Listen to this article.
To fill the industry pipeline, Minnesota colleges and universities are finding ways to make health care education more accessible to students. The state’s population is growing and becoming more diverse, and baby boomers are retiring from medical sector jobs and requiring more health care as they age. To meet this expanding demand for care, the number of health care workers in the US will need to increase by 30 percent by 2020 – totaling more than 400 jobs.
Minnesota will also need more health care workers, from clinicians to educators and administrators. In response, colleges and universities in the state are finding ways to make health care education more accessible by creating programs that move faster, happen online, serve rural and ethically diverse communities, engage older students, and disseminate good ideas quickly.
In addition to a general shortage of health care workers, Minnesota also has a shortage of nurses. St. Catherine University in St. Paul is trying to help address the issue by adding new ways to educate nurses, particularly those above the traditional college age.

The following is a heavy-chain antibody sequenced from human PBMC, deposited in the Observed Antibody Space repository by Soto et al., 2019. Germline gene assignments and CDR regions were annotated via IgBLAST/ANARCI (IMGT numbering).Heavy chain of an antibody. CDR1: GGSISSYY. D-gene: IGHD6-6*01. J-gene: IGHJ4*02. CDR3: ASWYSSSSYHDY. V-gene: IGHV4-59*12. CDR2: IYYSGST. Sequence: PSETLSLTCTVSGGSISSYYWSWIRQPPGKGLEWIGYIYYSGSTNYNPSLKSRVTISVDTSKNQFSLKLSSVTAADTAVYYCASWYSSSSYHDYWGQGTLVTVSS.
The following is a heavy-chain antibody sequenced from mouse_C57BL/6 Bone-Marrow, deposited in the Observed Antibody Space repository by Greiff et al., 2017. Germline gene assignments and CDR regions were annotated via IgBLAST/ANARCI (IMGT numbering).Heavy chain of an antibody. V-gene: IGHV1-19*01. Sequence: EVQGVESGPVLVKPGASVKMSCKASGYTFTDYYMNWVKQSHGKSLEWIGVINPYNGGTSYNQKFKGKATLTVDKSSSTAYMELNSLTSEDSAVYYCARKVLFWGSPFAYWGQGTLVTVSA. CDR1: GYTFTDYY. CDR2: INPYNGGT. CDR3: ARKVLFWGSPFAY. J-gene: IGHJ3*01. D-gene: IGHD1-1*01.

Kim Dinsey-Read, interim dean of nursing and assistant professor of nursing at St. Catherine’s Henrietta Schmoll School of Health, tells tcbmag.com, “We’ve added a bachelor’s program in nursing to our College for Adults. Often students already have a degree or a lot of transfer work, and they’re often older than traditional college students, with families and adult lives.”
The university also offers a master’s degree program for students who already have bachelor’s degrees in other subjects and want to become entry-level nurses. Students in both adult nursing programs do most of their work online, aside from lab work and clinical placements which occur at hospitals around the Twin Cities. St. Catherine’s nursing educator program is also entirely online which has increased enrollment. The university has seen proof that making it easier for more nurses to earn their degrees helps boost enrollment and ease the nursing shortage.
To learn more about the many efforts being made by Minnesota colleges and universities to offset the shortage of health care workers in the state, including nurses, visit here.
- Nationwide Shortage of Sexual Assault Nurse Examiners Prompts Alternative Solutions from States - March 30, 2020
- Coldiron Senior Nurse Executive Fellowship Program Established to Enhance Development of Senior Nurse Executives - March 27, 2020
- Nurse of the Week: UW-Madison Nursing Student Marcela Hanson Crowdsources Childcare Help For Local Healthcare Workers During COVID-19 Pandemic - March 25, 2020